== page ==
BOOK CHAPTER: Sustainable Electricity Transition in Thailand and the Role of Civil Society

Publication date:
October 2016

Handbook on Sustainability Transition and Sustainable Peace. Hexagon Series on Human and Environmental Security and Peace

Carl Middleton (Deputy Director, CSDS)

Brauch, H.G., Spring, U.O., Grin, J., and Scheffran, J.

Further details on the book are here.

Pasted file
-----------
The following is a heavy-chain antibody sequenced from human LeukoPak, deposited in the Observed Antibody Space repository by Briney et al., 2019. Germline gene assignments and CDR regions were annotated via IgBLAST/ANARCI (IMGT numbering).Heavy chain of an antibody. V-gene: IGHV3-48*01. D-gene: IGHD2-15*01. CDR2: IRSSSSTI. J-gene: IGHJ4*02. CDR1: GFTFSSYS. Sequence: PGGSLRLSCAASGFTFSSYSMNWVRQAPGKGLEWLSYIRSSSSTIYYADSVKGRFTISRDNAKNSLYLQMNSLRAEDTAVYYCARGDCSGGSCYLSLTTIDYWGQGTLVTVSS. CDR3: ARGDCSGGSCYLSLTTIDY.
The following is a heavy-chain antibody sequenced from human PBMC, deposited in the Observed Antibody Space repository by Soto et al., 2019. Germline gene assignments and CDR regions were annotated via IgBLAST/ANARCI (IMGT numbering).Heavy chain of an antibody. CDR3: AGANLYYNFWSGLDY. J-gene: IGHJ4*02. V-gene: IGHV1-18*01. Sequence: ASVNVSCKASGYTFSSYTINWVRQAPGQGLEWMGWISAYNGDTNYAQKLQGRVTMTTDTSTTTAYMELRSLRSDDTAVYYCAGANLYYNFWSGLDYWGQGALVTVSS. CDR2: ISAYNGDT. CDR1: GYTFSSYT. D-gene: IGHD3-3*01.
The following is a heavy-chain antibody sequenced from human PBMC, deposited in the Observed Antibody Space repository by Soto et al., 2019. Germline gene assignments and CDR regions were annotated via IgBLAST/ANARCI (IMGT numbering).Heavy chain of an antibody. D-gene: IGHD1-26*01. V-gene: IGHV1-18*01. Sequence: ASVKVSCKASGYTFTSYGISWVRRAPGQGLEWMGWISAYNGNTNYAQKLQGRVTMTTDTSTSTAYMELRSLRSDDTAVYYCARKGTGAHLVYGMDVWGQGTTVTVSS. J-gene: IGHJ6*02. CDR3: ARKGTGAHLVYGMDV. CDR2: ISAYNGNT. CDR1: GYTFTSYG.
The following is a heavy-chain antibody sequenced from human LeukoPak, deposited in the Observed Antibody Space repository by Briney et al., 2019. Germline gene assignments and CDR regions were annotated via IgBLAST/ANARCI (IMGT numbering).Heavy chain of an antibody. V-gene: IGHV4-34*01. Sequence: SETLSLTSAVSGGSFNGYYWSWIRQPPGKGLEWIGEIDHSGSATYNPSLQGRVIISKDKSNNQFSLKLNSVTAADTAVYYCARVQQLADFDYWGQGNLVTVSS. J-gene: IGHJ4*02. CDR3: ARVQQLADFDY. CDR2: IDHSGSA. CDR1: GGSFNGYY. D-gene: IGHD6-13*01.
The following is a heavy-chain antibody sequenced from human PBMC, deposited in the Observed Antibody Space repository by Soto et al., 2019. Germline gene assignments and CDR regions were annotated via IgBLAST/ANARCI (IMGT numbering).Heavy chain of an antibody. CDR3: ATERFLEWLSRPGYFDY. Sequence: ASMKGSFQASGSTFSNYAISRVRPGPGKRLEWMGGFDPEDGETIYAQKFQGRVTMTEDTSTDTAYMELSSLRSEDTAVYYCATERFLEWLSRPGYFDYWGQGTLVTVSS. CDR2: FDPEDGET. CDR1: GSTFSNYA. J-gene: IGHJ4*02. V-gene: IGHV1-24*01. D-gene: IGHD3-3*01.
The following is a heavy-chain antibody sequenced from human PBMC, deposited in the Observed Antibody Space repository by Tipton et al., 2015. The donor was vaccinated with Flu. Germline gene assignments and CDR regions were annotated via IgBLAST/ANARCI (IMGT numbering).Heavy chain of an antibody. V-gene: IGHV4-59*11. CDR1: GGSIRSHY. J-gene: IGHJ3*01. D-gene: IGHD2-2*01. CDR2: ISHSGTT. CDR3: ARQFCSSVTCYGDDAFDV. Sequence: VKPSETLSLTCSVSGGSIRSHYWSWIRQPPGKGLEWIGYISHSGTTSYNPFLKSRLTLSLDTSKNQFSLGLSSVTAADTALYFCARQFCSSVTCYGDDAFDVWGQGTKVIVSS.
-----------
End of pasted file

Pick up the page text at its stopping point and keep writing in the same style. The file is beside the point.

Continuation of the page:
The chapter explains the creation and resistance to change of Thailand’s centralized and fossil-fuel intensive electricity regime through a Sustainability Transition and Multilevel Perspective lens, with an emphasis on the sector’s political economy. The incumbent electricity industry has evolved from a state-owned monopoly to a partially-privatized industry structure dominated by the state utility and several large independent power producers. The analysis demonstrates how important global landscape shifts articulate with the sector’s domestic political economy, including a shifting global development paradigm from developmentalist state to liberal market principles, as well as the impact of waves of global economic crisis. The chapter highlights the role played by civil society coalitions in unsettling the incumbent electricity regime since the late 1970s, despite significant power asymmetries, through opposing problematic projects, advocating for progressive policy, and proposing alternative plans, values and visions for Thailand’s electricity sector. Important but small steps towards sustainability transition are identified, including greater energy conservation and distributed renewable energy generation, the creation of an independent regulator, and a small increase in public participation and accountability in the power planning process. The chapter argues that civil society has been—and will continue to be—important in shaping the incumbent electricity regime and often acts as a catalyst for transition towards sustainability.